Fast JSON Decoding for Local LLMs with Compressed Finite State Machine

by: Liangsheng Yin, Ying Sheng, Lianmin Zheng, Feb 05, 2024

Constraining an LLM to consistently generate valid JSON or YAML that adheres to a specific schema is a critical feature for many applications. In this blog post, we introduce an optimization that significantly accelerates this type of constrained decoding. Our approach utilizes a compressed finite state machine and is compatible with any regular expression, thereby accommodating any JSON or YAML schema. Distinct from existing systems that decode one token at one step, our method analyzes the finite state machine of a regular expression, compresses singular transition paths, and decodes multiple tokens in a single step whenever feasible. In comparison to state-of-the-art systems (guidance + llama.cpp, outlines + vLLM), our method can reduce the latency by up to 2x and boost throughput by up to 2.5x. This optimization also makes constrained decoding even faster than normal deocding. You can try it now on SGLang.

Figure 1: Comparison of SGLang and Outlines + vLLM in JSON Decoding


JSON is one of the most important formats for data interchange. Requiring LLMs to always generate valid JSON can render the output of the LLM easily parsable in a structured manner. Recognizing its significance, OpenAI introduced the JSON mode, which constrains the model to always return a valid JSON object. However, more fine-grained control is often needed to ensure that the generated JSON object adheres to a specific schema, such as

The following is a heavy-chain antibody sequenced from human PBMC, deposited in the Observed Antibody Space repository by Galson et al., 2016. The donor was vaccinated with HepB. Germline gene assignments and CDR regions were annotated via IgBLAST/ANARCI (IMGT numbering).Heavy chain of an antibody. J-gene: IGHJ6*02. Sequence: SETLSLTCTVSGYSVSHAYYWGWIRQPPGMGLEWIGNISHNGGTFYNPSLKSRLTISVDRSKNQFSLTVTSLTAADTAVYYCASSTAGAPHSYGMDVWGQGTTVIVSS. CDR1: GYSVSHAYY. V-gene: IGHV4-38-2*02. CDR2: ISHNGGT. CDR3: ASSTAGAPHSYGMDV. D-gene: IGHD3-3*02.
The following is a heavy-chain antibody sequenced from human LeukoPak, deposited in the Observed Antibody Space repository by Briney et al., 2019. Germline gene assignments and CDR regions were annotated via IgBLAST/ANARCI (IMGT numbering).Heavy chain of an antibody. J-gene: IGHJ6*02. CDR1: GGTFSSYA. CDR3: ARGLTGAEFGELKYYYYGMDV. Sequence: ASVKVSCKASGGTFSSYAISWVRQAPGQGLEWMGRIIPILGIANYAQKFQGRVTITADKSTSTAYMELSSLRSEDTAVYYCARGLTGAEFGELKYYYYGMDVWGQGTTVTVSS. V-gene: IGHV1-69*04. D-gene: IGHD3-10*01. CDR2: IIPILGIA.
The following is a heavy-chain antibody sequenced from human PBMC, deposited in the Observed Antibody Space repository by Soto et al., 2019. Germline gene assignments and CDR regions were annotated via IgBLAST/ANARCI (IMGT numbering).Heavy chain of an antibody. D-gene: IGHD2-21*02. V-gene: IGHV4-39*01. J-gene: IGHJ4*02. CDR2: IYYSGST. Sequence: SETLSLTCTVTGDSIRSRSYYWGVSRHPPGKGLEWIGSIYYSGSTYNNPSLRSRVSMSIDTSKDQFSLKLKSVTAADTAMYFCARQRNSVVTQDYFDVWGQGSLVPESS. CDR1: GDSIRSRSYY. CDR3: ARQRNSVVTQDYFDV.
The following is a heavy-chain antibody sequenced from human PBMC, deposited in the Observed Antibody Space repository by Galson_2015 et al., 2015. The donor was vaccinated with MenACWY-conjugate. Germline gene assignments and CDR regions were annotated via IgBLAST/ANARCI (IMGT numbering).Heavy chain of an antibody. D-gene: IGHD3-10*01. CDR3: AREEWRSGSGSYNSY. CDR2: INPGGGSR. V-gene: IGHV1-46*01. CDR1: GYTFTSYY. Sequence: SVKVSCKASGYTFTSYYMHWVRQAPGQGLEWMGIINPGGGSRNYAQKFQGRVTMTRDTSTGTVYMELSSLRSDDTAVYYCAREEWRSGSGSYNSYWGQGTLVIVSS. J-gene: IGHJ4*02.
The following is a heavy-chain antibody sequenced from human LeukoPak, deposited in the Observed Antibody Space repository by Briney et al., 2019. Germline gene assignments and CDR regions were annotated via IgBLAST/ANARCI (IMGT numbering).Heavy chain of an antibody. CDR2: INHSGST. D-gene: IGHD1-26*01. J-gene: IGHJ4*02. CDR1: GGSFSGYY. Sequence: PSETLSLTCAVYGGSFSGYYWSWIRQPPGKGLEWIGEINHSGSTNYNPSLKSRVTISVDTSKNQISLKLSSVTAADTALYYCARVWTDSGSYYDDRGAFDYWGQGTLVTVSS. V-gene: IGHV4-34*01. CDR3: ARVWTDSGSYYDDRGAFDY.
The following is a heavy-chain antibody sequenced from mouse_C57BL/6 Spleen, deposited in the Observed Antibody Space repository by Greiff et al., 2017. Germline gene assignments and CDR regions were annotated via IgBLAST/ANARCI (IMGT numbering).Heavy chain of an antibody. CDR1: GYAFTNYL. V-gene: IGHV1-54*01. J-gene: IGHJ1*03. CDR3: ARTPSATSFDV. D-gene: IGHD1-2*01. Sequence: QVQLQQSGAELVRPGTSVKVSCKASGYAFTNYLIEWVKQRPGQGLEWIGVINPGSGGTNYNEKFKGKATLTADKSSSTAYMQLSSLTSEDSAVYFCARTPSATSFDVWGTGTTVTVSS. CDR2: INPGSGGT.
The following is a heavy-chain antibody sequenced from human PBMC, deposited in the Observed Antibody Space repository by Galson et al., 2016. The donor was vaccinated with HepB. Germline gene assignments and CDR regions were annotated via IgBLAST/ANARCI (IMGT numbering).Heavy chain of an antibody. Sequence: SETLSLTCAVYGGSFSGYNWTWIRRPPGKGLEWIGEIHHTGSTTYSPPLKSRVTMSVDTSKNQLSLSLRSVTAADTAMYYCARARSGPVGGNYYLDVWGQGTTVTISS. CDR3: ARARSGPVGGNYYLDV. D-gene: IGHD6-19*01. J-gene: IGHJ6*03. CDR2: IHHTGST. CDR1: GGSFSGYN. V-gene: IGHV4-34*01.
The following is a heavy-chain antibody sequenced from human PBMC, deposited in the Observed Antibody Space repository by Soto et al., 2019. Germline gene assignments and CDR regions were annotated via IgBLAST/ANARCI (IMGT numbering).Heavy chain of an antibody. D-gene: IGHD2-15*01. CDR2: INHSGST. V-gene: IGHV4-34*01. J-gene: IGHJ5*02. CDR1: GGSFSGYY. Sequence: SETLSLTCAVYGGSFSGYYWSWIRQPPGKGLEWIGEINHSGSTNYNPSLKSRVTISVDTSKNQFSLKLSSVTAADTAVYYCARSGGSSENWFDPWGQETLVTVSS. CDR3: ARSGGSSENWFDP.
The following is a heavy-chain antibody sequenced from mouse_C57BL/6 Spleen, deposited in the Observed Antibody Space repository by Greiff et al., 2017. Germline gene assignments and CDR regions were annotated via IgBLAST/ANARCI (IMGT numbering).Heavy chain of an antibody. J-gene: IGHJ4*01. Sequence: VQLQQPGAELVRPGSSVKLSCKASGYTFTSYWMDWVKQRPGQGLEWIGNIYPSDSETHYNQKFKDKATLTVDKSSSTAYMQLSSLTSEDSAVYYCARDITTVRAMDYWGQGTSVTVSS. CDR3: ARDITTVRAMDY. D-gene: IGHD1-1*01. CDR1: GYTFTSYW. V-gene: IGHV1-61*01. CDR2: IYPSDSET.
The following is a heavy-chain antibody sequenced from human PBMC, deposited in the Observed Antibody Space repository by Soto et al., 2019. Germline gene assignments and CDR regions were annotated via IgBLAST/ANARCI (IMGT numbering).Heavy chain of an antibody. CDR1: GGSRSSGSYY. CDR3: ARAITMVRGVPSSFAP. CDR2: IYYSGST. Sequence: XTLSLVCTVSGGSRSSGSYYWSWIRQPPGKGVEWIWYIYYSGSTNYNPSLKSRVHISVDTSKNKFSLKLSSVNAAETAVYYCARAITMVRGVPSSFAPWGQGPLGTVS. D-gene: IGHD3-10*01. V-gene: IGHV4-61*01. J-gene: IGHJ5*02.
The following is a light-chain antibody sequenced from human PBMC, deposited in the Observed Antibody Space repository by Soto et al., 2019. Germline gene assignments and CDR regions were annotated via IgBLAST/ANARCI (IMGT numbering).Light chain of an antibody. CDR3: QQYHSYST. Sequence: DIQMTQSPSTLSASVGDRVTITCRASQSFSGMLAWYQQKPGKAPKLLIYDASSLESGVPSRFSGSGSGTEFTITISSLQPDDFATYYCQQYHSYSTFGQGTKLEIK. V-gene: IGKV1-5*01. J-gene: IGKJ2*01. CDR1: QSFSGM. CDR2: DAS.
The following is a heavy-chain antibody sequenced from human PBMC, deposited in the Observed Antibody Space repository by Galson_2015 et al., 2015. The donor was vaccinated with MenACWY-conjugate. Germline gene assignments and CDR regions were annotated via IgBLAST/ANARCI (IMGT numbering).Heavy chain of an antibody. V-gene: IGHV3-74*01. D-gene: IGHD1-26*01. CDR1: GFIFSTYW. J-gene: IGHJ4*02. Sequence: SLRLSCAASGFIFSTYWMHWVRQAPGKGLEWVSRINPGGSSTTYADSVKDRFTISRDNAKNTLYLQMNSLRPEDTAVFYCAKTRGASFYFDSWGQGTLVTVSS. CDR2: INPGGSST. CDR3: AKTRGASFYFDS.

Figure 2: Example of Constrained Generation Following a JSON Schema

For local LLMs, there are two major methods to guide the model to generate JSON objects that follow a specific schema.

Method 1: Finite State Machine Based

This method involves transforming the JSON schema into a regular expression. We can then construct a Finite State Machine(FSM) based on the regular expression. The FSM is used to guide the LLM generation. For every state within the FSM, we can calculate the permissible transitions and identify the acceptable next tokens. This allows us to track the current state during decoding and filter out invalid tokens by applying logit bias to the output. You can learn more about this method in the outlines paper.